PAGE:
Fatty liver disease is a condition that occurs when there is too much fat in the liver. This can happen for a number of reasons, including obesity, diabetes, high cholesterol, and excessive alcohol consumption.
There are two main types of fatty liver disease:
- Non-alcoholic fatty liver disease (NAFLD) is the most common type of fatty liver disease. It occurs in people who do not drink alcohol excessively.
- Alcoholic fatty liver disease (AFLD) occurs in people who drink large amounts of alcohol over a long period of time.
How is fatty liver disease diagnosed?
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Fatty liver disease is often diagnosed during a routine physical exam. The doctor may feel your liver for any enlargement or tenderness. They may also order blood tests to check your liver function and cholesterol levels.
In some cases, the doctor may recommend an ultrasound or other imaging test to get a closer look at your liver.
What are the complications of fatty liver disease?
In most cases, fatty liver disease does not cause any symptoms. However, if the condition progresses, it can lead to a number of complications, including:
- Cirrhosis is a scarring of the liver that can lead to liver failure.
- Liver cancer is a rare complication of fatty liver disease.
- Heart disease
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What is the life expectancy with fatty liver disease?
The life expectancy with fatty liver disease varies depending on the severity of the disease and the presence of other health conditions. However, studies have shown that people with fatty liver disease have a shorter life expectancy than people without the condition.
A study published in the journal Hepatology found that people with NAFLD had a life expectancy that was 4.6 years shorter than people without the condition. The study also found that the risk of death from all causes was increased by 30% in people with NAFLD.
Another study, published in the journal Nature Reviews Gastroenterology & Hepatology, found that people with NASH had a life expectancy that was 11.3 years shorter than people without the condition. The study also found that the risk of death from liver-related causes was increased by 100% in people with NASH.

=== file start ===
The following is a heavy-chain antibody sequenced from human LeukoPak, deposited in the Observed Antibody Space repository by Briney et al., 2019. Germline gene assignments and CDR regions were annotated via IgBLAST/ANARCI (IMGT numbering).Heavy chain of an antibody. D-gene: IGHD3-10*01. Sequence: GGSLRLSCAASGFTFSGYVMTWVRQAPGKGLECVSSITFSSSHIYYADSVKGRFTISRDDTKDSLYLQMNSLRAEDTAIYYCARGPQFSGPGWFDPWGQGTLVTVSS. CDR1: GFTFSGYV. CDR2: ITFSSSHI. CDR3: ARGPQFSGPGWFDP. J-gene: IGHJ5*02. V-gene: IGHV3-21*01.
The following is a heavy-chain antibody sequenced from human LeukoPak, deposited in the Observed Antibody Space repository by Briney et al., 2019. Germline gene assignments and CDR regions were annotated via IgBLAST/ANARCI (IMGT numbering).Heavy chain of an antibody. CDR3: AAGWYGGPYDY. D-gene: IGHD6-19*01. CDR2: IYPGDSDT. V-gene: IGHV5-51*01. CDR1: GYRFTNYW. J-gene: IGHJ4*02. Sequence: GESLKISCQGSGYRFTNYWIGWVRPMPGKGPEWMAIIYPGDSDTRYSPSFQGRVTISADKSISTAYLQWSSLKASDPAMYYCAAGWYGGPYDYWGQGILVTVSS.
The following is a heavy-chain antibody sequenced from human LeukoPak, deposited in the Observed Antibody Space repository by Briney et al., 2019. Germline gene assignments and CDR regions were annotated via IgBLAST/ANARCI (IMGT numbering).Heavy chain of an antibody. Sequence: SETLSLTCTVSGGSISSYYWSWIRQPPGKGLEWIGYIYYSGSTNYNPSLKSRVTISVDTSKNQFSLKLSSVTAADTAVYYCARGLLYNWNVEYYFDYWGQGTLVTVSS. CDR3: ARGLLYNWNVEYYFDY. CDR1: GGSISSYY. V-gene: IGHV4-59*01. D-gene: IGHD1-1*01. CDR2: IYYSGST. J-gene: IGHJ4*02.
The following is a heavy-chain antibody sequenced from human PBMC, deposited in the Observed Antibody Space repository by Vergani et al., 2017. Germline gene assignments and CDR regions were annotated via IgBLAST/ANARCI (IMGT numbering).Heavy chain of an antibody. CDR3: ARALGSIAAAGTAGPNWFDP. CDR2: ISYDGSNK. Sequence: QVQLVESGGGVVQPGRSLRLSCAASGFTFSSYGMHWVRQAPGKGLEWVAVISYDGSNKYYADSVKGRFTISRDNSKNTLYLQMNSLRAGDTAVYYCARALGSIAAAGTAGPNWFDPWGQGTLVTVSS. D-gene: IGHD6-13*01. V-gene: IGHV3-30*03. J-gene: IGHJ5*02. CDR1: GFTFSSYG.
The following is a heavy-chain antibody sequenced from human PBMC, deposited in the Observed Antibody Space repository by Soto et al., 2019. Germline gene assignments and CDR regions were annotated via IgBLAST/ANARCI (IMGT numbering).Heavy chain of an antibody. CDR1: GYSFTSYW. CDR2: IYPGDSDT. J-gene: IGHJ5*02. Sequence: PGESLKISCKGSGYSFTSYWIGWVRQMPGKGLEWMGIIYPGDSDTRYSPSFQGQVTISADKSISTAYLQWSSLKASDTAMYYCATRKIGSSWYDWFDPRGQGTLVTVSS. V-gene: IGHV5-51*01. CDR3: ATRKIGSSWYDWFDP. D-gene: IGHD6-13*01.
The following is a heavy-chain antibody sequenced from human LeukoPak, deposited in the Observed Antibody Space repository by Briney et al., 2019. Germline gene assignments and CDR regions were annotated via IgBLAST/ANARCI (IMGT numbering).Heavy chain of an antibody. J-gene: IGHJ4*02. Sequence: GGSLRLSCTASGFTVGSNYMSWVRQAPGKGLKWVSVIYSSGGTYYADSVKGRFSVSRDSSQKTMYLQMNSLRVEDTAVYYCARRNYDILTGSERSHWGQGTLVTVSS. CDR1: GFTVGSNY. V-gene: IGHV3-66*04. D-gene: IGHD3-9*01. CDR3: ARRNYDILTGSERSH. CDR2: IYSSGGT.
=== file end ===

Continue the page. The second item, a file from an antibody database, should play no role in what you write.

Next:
|Type of fatty liver disease||Life expectancy|
|Non-alcoholic fatty liver disease (NAFLD)||4.6 years shorter than people without the condition|
|Non-alcoholic steatohepatitis (NASH)||11.3 years shorter than people without the condition|
It is important to note that these studies were observational, which means that they cannot prove that fatty liver disease causes a shorter life expectancy. However, the findings of these studies suggest that fatty liver disease is a serious condition that can shorten life expectancy.
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How can I improve my life expectancy with fatty liver disease?
If you have fatty liver disease, there are a number of things you can do to improve your life expectancy:
- Lose weight Losing even a small amount of weight can help to reduce the amount of fat in your liver.
- Eat a healthy diet A healthy diet for people with fatty liver disease includes plenty of fruits, vegetables, and whole grains. It is also important to limit your intake of saturated and unhealthy fats.
- Exercise regularly Exercise helps to reduce inflammation and improve liver function. Aim for at least 30 minutes of moderate-intensity exercise most days of the week.
- Quit smoking Smoking damages the liver and can worsen fatty liver disease.
- Manage your other health conditions If you have other health conditions, such as diabetes or high cholesterol, it is important to manage them well. This can help to reduce your risk of complications from fatty liver disease.
If you have fatty liver disease, it is important to talk to your doctor about your treatment options. With early diagnosis and treatment, you can improve your life expectancy and prevent serious complications.